This historical source material allowed Meyerbeer and his librettists to explore the dark world of false prophets, mass hysteria, and the violence that ensues when religion, politics, and power collide. In their retelling, John of Leiden becomes Jean de Leyde, whose story is complicated and humanized by his relationships with his mother, Fidès, and fiancée, Berthe. Complex and conflicted, Jean is initially motivated by love and the desire for justice. However, when faced with Berthe’s abduction by a despotic count and the machinations of three self-interested Anabaptists, he soon falls prey to hubris and revenge. The results are catastrophic; as the libretto has it, “All are guilty ... and all are punished.”
Despite its long recent neglect, Le prophète remains one of the most successful operas ever written. A bona fide sensation at its Paris premiere, Meyerbeer’s opera was rapturously received throughout Europe, receiving more than 570 performances in the French capital alone. In the States, it was an audience favorite at the Metropolitan Opera from the company’s earliest seasons until the late 1920s. After a 1977 revival at the New York house, the New York Times reported: “Judging from the audience response, the Metropolitan Opera has a hit on its hands.”
Until now, however, that revival was the last American staging of Le prophète. As a member of the 1977 Met audience, Leon Botstein recalls his astonishment on discovering that the works of so famous, influential, and pivotal a cultural figure could have been all but erased from the repertoire. He explains:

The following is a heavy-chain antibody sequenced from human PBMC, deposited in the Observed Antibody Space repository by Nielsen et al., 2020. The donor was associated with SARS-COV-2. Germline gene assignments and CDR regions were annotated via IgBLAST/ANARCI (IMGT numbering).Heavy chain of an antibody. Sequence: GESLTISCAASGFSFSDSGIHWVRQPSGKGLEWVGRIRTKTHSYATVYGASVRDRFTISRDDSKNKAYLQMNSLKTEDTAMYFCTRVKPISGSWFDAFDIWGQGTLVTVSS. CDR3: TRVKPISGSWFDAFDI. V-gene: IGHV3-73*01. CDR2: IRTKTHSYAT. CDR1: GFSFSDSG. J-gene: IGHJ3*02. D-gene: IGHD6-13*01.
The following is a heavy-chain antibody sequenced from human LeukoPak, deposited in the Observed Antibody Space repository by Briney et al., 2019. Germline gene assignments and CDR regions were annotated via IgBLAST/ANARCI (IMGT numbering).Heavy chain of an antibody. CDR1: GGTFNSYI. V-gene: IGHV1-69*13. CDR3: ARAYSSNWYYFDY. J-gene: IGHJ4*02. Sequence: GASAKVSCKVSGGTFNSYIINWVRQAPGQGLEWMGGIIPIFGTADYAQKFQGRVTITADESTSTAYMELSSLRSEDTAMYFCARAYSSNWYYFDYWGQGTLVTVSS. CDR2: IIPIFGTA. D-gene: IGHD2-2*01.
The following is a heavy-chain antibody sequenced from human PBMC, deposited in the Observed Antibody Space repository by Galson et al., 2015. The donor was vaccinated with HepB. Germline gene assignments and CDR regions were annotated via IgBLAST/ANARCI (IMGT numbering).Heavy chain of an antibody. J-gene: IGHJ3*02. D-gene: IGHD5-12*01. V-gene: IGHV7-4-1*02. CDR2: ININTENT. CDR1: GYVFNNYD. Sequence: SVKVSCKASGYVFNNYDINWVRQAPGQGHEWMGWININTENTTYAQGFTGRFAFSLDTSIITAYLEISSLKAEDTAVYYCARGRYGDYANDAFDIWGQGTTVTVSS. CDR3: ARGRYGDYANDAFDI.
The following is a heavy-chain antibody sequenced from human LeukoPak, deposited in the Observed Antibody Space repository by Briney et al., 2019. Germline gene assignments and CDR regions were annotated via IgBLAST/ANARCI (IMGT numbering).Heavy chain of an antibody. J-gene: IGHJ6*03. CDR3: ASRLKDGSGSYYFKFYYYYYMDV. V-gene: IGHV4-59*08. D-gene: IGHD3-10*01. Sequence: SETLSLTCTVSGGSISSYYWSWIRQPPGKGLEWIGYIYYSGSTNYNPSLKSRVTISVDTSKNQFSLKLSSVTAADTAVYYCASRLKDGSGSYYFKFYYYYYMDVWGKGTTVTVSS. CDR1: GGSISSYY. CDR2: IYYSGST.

“Meyerbeer was the victim of a concerted and successful campaign of derision, resulting not only from the emerging split between so-called high art and popular culture, but also from the prominence of antisemitism in the cultural politics of Europe after 1850.”

A key figure in both developments was Richard Wagner. Botstein says: “The experience of opera theater was fundamentally transformed by Wagner, who pioneered in the use of music to fashion the illusion of realism.” Meyerbeer’s subsequent fall from grace strikes Botstein as richly undeserved. He says:

“Meyerbeer has wonderful invention, and a Mozartean instinct for time. He doesn’t wear out his welcome! He has an unerring sense of contrast and dramatic development, and his work is extremely well-orchestrated. There’s a wide range of sonorities that play into the colorful theatricality of his stagecraft. And he has a real regard for the vocal brilliance of his protagonists – he’s a singer’s friend.”

Furthermore, Meyerbeer’s stories continue to resonate. Though drawn from history, his plots were intended as veiled commentaries on the political and social issues of his day. Written at a time of religious and political upheaval, Le prophète illuminates the dangers of mixing the two. Through the Anabaptists’ use of inflammatory oration to usurp civic power, the opera addresses the rise of demagoguery. And, by presenting Jean as an outsider in a hostile environment, it explores the challenges faced by members of minority groups, like the composer himself.

These are issues of acute relevance to us today. Botstein says:

“We are now seeing a revival of antisemitism in the modern world. We’re also seeing the nefarious influence of modern fundamentalist religions. It’s ironic that this impact on politics, and also the manipulation of the masses through social media and other means, both recommend Le prophète.”